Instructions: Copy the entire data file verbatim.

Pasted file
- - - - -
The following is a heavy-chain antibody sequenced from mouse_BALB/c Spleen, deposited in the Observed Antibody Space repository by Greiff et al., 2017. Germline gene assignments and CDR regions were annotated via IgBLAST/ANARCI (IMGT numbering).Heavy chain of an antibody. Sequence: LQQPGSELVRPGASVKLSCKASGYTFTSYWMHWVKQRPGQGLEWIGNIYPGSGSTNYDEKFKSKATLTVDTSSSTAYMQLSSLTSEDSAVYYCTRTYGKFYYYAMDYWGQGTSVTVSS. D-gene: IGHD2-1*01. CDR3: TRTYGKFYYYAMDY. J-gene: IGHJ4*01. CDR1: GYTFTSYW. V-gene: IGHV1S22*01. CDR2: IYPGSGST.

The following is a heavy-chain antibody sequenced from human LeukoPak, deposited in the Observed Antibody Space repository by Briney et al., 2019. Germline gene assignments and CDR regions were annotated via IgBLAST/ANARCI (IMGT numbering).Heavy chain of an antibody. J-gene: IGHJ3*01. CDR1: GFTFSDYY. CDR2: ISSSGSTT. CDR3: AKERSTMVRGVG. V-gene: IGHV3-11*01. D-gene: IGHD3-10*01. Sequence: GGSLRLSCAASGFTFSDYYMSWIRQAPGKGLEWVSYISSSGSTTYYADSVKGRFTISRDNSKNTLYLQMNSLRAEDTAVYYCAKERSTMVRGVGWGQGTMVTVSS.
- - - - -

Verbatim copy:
The following is a heavy-chain antibody sequenced from mouse_BALB/c Spleen, deposited in the Observed Antibody Space repository by Greiff et al., 2017. Germline gene assignments and CDR regions were annotated via IgBLAST/ANARCI (IMGT numbering).Heavy chain of an antibody. Sequence: LQQPGSELVRPGASVKLSCKASGYTFTSYWMHWVKQRPGQGLEWIGNIYPGSGSTNYDEKFKSKATLTVDTSSSTAYMQLSSLTSEDSAVYYCTRTYGKFYYYAMDYWGQGTSVTVSS. D-gene: IGHD2-1*01. CDR3: TRTYGKFYYYAMDY. J-gene: IGHJ4*01. CDR1: GYTFTSYW. V-gene: IGHV1S22*01. CDR2: IYPGSGST.

The following is a heavy-chain antibody sequenced from human LeukoPak, deposited in the Observed Antibody Space repository by Briney et al., 2019. Germline gene assignments and CDR regions were annotated via IgBLAST/ANARCI (IMGT numbering).Heavy chain of an antibody. J-gene: IGHJ3*01. CDR1: GFTFSDYY. CDR2: ISSSGSTT. CDR3: AKERSTMVRGVG. V-gene: IGHV3-11*01. D-gene: IGHD3-10*01. Sequence: GGSLRLSCAASGFTFSDYYMSWIRQAPGKGLEWVSYISSSGSTTYYADSVKGRFTISRDNSKNTLYLQMNSLRAEDTAVYYCAKERSTMVRGVGWGQGTMVTVSS.